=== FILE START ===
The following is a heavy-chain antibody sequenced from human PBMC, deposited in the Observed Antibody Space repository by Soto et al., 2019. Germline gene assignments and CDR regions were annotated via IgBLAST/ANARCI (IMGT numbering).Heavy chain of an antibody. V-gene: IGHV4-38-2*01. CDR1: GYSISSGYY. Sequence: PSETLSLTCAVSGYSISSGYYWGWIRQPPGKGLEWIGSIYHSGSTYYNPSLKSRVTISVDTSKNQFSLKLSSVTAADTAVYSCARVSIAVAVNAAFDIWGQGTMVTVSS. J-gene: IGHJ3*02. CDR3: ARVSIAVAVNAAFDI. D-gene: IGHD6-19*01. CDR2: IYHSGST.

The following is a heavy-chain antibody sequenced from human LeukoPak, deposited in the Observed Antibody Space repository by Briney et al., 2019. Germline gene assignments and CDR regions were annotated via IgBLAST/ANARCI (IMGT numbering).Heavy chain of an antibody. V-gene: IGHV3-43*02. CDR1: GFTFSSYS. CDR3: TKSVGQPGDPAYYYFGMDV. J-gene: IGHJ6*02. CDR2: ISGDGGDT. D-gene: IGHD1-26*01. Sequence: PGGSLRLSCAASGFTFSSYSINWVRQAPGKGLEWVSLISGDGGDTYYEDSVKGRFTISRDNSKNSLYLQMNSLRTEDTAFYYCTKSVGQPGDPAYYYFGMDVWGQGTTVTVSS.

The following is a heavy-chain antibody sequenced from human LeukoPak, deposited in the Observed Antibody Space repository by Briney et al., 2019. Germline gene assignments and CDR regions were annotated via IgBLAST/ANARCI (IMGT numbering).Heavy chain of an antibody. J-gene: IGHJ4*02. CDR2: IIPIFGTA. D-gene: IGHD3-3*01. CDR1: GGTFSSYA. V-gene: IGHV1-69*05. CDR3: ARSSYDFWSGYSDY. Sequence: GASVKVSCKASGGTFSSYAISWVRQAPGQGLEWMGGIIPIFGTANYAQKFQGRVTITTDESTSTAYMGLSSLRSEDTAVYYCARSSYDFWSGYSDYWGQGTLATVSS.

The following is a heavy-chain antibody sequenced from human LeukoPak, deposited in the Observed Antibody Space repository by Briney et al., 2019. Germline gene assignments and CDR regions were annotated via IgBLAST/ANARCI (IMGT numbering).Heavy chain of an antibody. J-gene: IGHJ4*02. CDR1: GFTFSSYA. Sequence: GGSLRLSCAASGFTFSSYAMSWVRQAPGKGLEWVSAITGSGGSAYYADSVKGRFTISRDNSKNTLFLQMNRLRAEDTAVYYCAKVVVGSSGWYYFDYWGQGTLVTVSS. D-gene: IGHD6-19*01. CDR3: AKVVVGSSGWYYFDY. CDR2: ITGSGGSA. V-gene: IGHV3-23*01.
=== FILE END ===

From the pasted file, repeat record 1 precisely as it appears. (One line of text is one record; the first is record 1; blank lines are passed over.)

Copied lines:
The following is a heavy-chain antibody sequenced from human PBMC, deposited in the Observed Antibody Space repository by Soto et al., 2019. Germline gene assignments and CDR regions were annotated via IgBLAST/ANARCI (IMGT numbering).Heavy chain of an antibody. V-gene: IGHV4-38-2*01. CDR1: GYSISSGYY. Sequence: PSETLSLTCAVSGYSISSGYYWGWIRQPPGKGLEWIGSIYHSGSTYYNPSLKSRVTISVDTSKNQFSLKLSSVTAADTAVYSCARVSIAVAVNAAFDIWGQGTMVTVSS. J-gene: IGHJ3*02. CDR3: ARVSIAVAVNAAFDI. D-gene: IGHD6-19*01. CDR2: IYHSGST.